Stephanie Glaros’ Humans of Minneapolis portraits of park-goers remind us of the many powerful ways that parks can connect us, heal us and make us whole. This summer, her 10-image series is exploring how parks transform human life, as told through each person’s own words and Stephanie’s boldly compassionate lens.
Here, we’re reposting Stephanie’s 2017 series. View all images in this year’s series, and in 2016’s, via the Humans of Minneapolis category link
Ahmed at Currie Park
“We have soccer tournaments here every weekend. I’m a coach. If you stay a couple more hours, it’s gonna be packed. Right now, the teenagers are playing and later on the young adults will play, too. It gives them something to focus on to stay away from trouble. Instead of hanging out on the streets or hanging out with bad people, we keep them together with sports. It’s a lot of fun for these kids.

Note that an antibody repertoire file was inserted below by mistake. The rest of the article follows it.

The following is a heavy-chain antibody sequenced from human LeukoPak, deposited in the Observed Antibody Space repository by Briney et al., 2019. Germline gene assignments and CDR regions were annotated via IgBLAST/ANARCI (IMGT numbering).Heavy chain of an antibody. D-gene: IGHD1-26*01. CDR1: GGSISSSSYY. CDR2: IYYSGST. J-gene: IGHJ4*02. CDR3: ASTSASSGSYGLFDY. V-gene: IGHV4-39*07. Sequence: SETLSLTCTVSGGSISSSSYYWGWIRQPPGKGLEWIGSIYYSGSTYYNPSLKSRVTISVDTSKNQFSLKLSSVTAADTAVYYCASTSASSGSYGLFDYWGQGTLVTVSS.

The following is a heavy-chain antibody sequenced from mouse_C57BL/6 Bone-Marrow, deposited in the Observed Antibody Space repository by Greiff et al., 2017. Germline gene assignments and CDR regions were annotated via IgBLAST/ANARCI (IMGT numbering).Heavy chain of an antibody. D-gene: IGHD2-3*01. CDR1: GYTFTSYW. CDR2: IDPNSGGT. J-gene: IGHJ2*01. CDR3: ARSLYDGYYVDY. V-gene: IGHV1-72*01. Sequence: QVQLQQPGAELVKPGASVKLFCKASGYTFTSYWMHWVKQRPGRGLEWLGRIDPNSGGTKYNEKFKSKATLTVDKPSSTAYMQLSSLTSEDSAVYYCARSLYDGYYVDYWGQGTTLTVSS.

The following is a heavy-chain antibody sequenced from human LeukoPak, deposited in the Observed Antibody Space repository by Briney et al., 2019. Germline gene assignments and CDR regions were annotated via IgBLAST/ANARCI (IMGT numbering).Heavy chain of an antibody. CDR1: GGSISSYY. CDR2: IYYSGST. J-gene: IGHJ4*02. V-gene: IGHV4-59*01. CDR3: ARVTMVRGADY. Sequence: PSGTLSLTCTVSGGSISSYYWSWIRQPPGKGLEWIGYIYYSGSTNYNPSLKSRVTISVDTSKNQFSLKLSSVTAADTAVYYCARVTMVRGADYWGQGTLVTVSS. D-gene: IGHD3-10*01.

This area is what they call Little Mogadishu, the Cedar-Riverside Towers. The majority of Somali-Minnesotans live in this area. Inside this park you see so many people. All of the residents come down here to sit and socialize. There’s a lot of kids biking. A lot of adults too, elderly men and ladies. There’s a mosque right there, so after they pray, people come out and walk around for exercise. They even cook their own Somali tea and bring it out here to share with snacks, like cake and biscuits, while the kids are playing. So that’s how important Currie Park is. Everybody’s enjoying it.
On Labor Day weekend, we’re gonna have sixteen teams competing here from all over Minnesota: Owatonna, Mankato, Rochester, St. Cloud, Minneapolis, on and on. In this little park. We support the parks because they provide a lot of opportunities for the youth, particularly in the Somali community.”
Listen to Ahmed’s story:
Images and content are reposted with permission from Stephanie Glaros/Humans of Minneapolis.